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estrogen receptors

Estrogen receptors (ERs) are located in the nucleus of estrogen-sensitive tissues (breast, endometrium, brain, bone, liver, heart). When the steroid hormone estrogen enters the nucleus of receptive tissues, it forms complexes with estrogen receptors, which then bind to estrogen response elements of DNA, activating expression of genes via stimulation of co-activators. The effects of estrogen stimulation vary from one tissue to another (pleiotropy).

anti-estrogenic drugs : cancers : co-activators, co-regulators, co-repressors : ERs : pleiotropy : raloxifene : selective estrogen receptor modulators : SERMs : Tamoxifen :

Two subtypes of estrogen receptors, ERα and ERβ, are known to mediate estrogen signaling through their function as ligand-dependent transcription factors [4]. After crossing the cellular membrane, estrogens bind to receptors ERα and ERβ, leading to receptor activation.

ERs interact with cis-regulatory elements of target genes:
a) by direct binding to conserved estrogen response elements (EREs; 5'-GGTCANNNTGACC-3', where N is any nucleotide), or
b) indirectly through association with AP1 or Sp1 transcription factor complexes and their respective binding sites [5-9].

Co-activators and co-repressors complex with estrogen receptors to regulate estrogen responses [10]. Cyclical turnover of transcriptional complexes and estrogen receptors at the regulatory elements of target genes provides an additional regulatory mechanism [11-13].

Potential mechanisms for the observed pleiotropic effects of estrogens include tissue-specific distribution of co-regulators, associated transcription factors complexes, and receptor subtypes and splice variants [14]. The consequence of ER activation appears to be alterations in transcriptional activity and expression profiles of target genes. Several genes, including those for trefoil factor 1/pS2, cathepsin D, cyclin D1, c-Myc and progesterone receptor, are positively regulated by ERα [15-20].[fft-s]

Because estrogen can stimulate cellular proliferation in tissues with estrogen-receptors, it is associated with increased risk of breast and endometrial carcinomas in replicating cells. Anti-estrogen chemotherapeutic agents compete with estrogen for binding to estrogen receptors, blocking estrogen activation of oncogenes. Selective estrogen receptor modulators, or SERMs, are a class of anti-estrogen drugs that selectively stimulate or inhibit the estrogen receptors of different target tissues.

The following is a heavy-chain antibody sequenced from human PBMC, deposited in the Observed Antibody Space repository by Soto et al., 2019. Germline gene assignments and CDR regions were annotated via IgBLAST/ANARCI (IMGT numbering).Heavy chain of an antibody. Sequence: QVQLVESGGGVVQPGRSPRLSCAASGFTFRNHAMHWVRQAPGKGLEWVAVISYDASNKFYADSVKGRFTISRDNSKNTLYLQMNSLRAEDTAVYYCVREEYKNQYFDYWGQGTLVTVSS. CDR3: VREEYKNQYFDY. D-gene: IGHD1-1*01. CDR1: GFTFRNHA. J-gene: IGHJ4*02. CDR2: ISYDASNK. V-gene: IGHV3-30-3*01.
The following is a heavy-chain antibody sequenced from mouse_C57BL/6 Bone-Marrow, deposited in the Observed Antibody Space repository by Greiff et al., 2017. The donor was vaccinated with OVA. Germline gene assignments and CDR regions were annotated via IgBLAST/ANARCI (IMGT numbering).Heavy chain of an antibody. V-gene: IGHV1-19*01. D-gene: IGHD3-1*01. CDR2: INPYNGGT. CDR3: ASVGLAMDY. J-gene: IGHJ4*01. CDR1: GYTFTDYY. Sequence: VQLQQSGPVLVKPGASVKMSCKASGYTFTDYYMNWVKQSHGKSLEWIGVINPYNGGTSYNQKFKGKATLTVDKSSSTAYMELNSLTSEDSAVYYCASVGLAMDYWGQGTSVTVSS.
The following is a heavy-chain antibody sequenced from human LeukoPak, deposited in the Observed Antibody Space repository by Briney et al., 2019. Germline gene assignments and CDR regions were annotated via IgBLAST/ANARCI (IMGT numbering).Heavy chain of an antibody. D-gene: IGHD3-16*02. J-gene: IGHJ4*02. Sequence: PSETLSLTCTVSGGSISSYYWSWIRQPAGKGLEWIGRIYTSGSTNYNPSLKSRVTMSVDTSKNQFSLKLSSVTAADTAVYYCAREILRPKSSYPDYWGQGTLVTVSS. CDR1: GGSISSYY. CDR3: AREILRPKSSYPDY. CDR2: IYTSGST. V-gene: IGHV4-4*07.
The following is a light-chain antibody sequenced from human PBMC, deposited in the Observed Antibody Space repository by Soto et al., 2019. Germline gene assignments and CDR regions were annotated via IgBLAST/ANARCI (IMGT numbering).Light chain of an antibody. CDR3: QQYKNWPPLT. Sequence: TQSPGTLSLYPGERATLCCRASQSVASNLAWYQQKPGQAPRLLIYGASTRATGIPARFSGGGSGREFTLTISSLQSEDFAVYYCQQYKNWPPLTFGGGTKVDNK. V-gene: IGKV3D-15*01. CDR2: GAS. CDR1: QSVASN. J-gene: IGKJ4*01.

Tamoxifen was the first SERM employed as an adjuvant treatment of estrogen receptor-positive breast cancers. It exerts an antiestrogenic effect by binding to the estrogen receptors of breast cells, preventing binding to coactivators and thus preventing activation of cell proliferation oncogenes. Because Tamoxifen stimulates endometrial estrogen receptors, increasing the risk of endometrial carcinoma, its use is restricted to treatment and it is not employed for prophylaxis of breast cancers. Another SERM, raloxifene is used to prevent osteoporosis and has demonstrated effectiveness against breast cancer without the problematic endometrial stimulation of Tamoxifen.

anti-estrogenic drugs : cancers : co-activators, co-regulators, co-repressors : ERs : pleiotropy : raloxifene : selective estrogen receptor modulators : SERMs : Tamoxifen :


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